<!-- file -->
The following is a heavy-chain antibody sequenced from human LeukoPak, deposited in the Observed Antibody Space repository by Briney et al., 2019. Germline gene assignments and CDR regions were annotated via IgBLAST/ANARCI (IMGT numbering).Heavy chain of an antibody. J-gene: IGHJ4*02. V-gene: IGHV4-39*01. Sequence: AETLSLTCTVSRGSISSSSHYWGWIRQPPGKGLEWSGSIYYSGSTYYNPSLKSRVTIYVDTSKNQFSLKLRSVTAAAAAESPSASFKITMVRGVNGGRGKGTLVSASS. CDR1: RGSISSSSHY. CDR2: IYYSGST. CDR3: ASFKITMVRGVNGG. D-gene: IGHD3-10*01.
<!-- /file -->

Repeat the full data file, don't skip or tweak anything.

The following is a heavy-chain antibody sequenced from human LeukoPak, deposited in the Observed Antibody Space repository by Briney et al., 2019. Germline gene assignments and CDR regions were annotated via IgBLAST/ANARCI (IMGT numbering).Heavy chain of an antibody. J-gene: IGHJ4*02. V-gene: IGHV4-39*01. Sequence: AETLSLTCTVSRGSISSSSHYWGWIRQPPGKGLEWSGSIYYSGSTYYNPSLKSRVTIYVDTSKNQFSLKLRSVTAAAAAESPSASFKITMVRGVNGGRGKGTLVSASS. CDR1: RGSISSSSHY. CDR2: IYYSGST. CDR3: ASFKITMVRGVNGG. D-gene: IGHD3-10*01.